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Forgotten to be touched by time, and still known for its tranquility, is Tharagambadi, otherwise known as Tranquebar- The land of the singing waves. Tied up together still, and surviving the storms of time, Tranquebar is the ultimate destinations for those who lose themselves, when it comes to History.
Tranquebar is a tiny beach town that dates back to the 14th century with the establishment of the Masilamani Nathar (Shiva) Temple built in 1306. In around 1620, when Tranquebar was under the Thanjavur Nayak Dynasty, the Dutch arrived, made a deal with the local king Raghunatha Nayak and built a fort to start a bilateral trade. The Fort is called Dansborg and can still be seen standing on the beach of Tranquebar.
Placed at a dreamy patch at the confluence of the Kaveri river and the Bay of Bengal, Tranquebar is a beautiful playpen of many cultures. In and around the little town, one can see mixes of the Danish, British, German and French colonies that once made Tranquebar their home. Pedal along the narrow and rustic lanes, as though the whole town is in Sepia mode. Experience culture and architectural beauty like never before.
The tiny town of Tranquebar is also where, probably, Bartholomaus Ziegenbalg translated the Old and New Testaments into Tamil, and imported a printing press, publishing the New Testament in Tamil.
Tranquebar, small it may be, has plenty of history and architecture to enjoy. The Zion Church, built in 1701, the New Jerusalem Church of 1718, The BrethrensÕ Garden at Porayar near Tranquebar, etc. Wa bak through the town reveals plenty of old interesting homes. The Goldsmith Street is especially interesting and it was restored by INTACH recently.
Also do visit the Ziegenbalg Museum Complex on Admiral Street. It houses probably one of India's first printing presses.
Tranquebar was also badly hit by the Tsunami of 2004, and there are small museums in the city run by individuals dedicated to the memory.
- A very good way of getting around here, is by renting yourself a cycle.- This is a simple town with not much to do but lie back and relax. The two hotels in town are very nice, both have pools. Carry a book with you along with a camera. The Fort Dansborg as well as the streets of Tranquebar offer enough photo opportunities. The Masilamani Nathar Temple deserves a couple of visits at least. You could stroll on the beach in the evenings and enjoy beautiful skies above at night. Nearby: The Point Calimere Wildlife Sanctuary is a gorgeous little jungle of grasslands, Blackbucks and migratory birds. It is barely 100km south of Tranquebar. It also has an ancient Lighthouse after which the sanctuary is named. On the south of Tranquebar, across the river is Porayar. Peter Anker's country house and gardens or the Governor's Mansion are a couple of places to visit here.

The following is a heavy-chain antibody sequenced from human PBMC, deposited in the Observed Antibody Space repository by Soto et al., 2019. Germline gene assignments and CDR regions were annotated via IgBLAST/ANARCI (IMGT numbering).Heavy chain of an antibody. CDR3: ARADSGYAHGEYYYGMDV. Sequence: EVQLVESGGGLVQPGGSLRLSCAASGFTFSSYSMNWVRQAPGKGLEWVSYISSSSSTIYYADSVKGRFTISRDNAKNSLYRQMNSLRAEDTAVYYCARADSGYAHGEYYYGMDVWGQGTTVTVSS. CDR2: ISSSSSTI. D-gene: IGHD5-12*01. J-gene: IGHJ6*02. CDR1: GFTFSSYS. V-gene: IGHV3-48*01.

Tranquebar now known as Tharagambadi is a tranquil beach town which is known to have the thickest ozone layer in India, which prolongs life.
Accessibility and language pose a problem for the travellers.
It makes for a great weekend getaway or a half day offshoot for people travelling to Chennai. Ideal for people looking for a peaceful destination in Southern India.
Tranquebar does not have any airport. The nearest one is in Chennai. The nearest railway station is at Mayiladuthrai. It is well connected by road. (Read More)
Answer: Tranquebar is small enough for you to easily be able to walk around. If you are a true history buff and want to see all the sites like the remains of Peter Anker's country house and gardens or the Governor's Mansion in nearby Porayar, it may make sense to hire a pedal bike. Needless to say, its your camera's day in the sun!
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